The road leading down, down, down from the cabin
"Have I not commanded you? Be strong and courageous. Do not be afraid; do not be discouraged, for the Lord your God will be with you wherever you go."
This is the second installment of a series of posts I'll be penning regarding the events that occurred when my husband, Danny, and I were supposed to be enjoying a relaxing vacation in the mountains. To read the first episode, click on The Voice of the Lord in the Blog Archives.
We make it down the mountain safely. Danny pulls over in a gas station parking lot so we can trade places. As I adjust the driver's seat to fit my shorter frame, it dawns on me that in the five years we've had our Subaru, I've only driven it once. Once! And now, circumstances being what they are, I have to navigate the car several miles down the Great Smoky Mountain Parkway? Lord, please be with me. Take away my fears . . .
"Just remember," Danny cautions as he fastens his seat belt. "The Subaru accelerates extremely fast, so go easy on the gas pedal, okay?"
What I want to say is, "Now you tell me." What I end up saying is, "Okay," as the last thing Danny needs right now is more worry. He's carrying enough for both of us.
Taking a deep breath, relieved that the traffic on the parkway is sparse, I set a course for Bryson City, knowing that this feat is only possible with God's help. And help, He does! Within minutes, I acclimate to the feel of the car, stay securely in the right hand lane, and cruise at a conservative, for most drivers, 50 miles per hour.
Danny, never a good passenger in the best of times, has only words of encouragement and assurance. His words of comfort, I have no doubt, are God-inspired. I feel as though I'm being embraced in a calm, warm blanket of peace.
We arrive without incident at the Swain County Medical Center. I drop Danny at the emergency room entrance, and proceed to find a place to park. This only takes a matter of minutes as the lot is neither large nor crowded.
When I pass through the emergency room doors only moments after Danny, I anxiously scan the waiting room. There's no sign of him!!! My heart plummets. His condition must be worse than I imagined if he is seen that quickly. I approach the admissions desk in fear and trembling.
The receptionist, Helen, greets me warmly. I explain who I am, and ask where Danny is.
"He's already been taken back to a room so they can run tests as soon as possible. He gave me his medical information, and I'm filling out the necessary forms for you all right now, so no need to worry about that," she tells me cheerfully. "I need some further information from you, and then I'll take you to his room. I'll bring the paper work to you to sign when I'm done."
It takes about ten minutes to help Helen out; I thank her repeatedly as I follow her down the hallway to Danny's room. When we arrive,I can't believe he's already in a hospital gown! Even in the midst of what could be a dire situation, I'm relieved to see that Danny hasn't lost his sense of humor. Turning to the nurse, he says, "You were my friend until you made me put this on!" And a bit later, "You know, your mama was right when she told you to wear clean underwear. Sure glad I did!"
Naturally, these comments elicit chuckles from the staff, and help me fight back the tears begging to flow. It isn't until Helen finds me where I'm standing outside Danny's room, as I don't need to be in there as tests are run, that they burst the dam. The trigger? "Does he have a living will?"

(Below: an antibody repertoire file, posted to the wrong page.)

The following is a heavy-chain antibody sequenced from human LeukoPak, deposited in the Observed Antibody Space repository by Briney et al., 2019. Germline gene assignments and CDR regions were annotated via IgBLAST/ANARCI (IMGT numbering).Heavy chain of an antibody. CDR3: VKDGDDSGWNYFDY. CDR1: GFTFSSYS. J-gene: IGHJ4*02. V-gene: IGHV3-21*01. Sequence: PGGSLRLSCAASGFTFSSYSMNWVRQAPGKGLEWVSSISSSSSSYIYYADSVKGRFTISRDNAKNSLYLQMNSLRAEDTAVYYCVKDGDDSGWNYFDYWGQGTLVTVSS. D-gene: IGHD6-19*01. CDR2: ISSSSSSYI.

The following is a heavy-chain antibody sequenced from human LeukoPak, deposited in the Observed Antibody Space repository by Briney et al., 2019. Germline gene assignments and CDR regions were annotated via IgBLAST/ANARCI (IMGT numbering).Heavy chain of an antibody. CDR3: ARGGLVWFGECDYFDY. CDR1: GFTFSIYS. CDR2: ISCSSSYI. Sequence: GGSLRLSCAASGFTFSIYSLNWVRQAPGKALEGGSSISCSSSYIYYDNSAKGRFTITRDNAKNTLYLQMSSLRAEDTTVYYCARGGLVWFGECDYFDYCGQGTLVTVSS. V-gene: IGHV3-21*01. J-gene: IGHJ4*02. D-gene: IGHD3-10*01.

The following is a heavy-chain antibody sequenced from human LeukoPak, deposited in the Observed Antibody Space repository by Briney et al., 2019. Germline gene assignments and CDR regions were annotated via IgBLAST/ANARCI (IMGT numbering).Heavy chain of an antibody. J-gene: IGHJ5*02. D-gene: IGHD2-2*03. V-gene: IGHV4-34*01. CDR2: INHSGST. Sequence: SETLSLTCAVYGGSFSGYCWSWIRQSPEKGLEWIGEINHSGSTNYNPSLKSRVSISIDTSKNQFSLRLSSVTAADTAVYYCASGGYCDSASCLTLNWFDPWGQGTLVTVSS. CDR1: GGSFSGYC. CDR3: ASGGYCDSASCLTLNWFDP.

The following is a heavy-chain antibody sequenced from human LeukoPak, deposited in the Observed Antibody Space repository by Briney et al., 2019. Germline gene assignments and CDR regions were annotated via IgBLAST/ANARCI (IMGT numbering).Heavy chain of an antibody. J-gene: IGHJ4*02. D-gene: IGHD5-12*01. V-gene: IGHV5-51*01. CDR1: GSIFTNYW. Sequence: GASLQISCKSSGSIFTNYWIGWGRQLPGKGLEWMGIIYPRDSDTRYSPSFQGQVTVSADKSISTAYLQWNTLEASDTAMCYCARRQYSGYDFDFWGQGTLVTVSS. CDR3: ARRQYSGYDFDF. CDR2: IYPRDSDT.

Clearly aware of my distress, Helen is immediately empathetic, guiding me gently through the paperwork, and explaining in a soothing voice where I need to sign. I am, once again, convinced that God has intervened in a most unexpected and welcomed way. Because of her kindness, I'm able to pull myself together, and manage a smile for Danny before entering his room.
After putting Danny through a battery of tests, the doctor finally enters the room and explains that the heart condition he has can't be treated at their hospital. Danny has what's known as third degree heart block. Don't think clogged arteries, as we both thought at first; it's when the top half of the heart refuses to work in sync with the bottom half, causing an electrical imbalance.
"My recommendation for you is to go to St. Joseph's - Mission Hospital in Asheville," the doctor tells Danny. "They have a dedicated cardio wing and a highly qualified team of surgeons. We can transport you there by ambulance."
"But what about my wife?" Danny asks. "She can't drive expressways, and the ones in Asheville are horrible. I need her with me."
"She can ride in the ambulance with you," the doctor assures us, "and we'll have security keep an eye on your car for you while you are gone."
As I'm sure you've probably already guessed, I'm not at all keen about riding in an ambulance, but what else am I supposed to do? There are no alternatives if I wish to be by Danny's side.
When the ambulance crew arrives, they couldn't be any more courteous and caring as they strap Danny into the gurney and wheel him outside to the waiting vehicle. "You'll have to sit up front with me, Mrs. Orlando," says Kaitlin, our driver. "There aren't enough seat belts in the back."
Oh, joy! A ride in a speeding ambulance AND shotgun to boot! Danny overhears her, and can't refrain from joking once again. "Hey, Martha, it's just one more thing to check off your bucket list!"
"Who knew?" I shoot back at him, my smile a little too forced. Resigned, and praying God will give me strength and courage, I hoist myself into the passenger side of the ambulance, fasten my seat belt, and prepare for take off.
To be continued . . .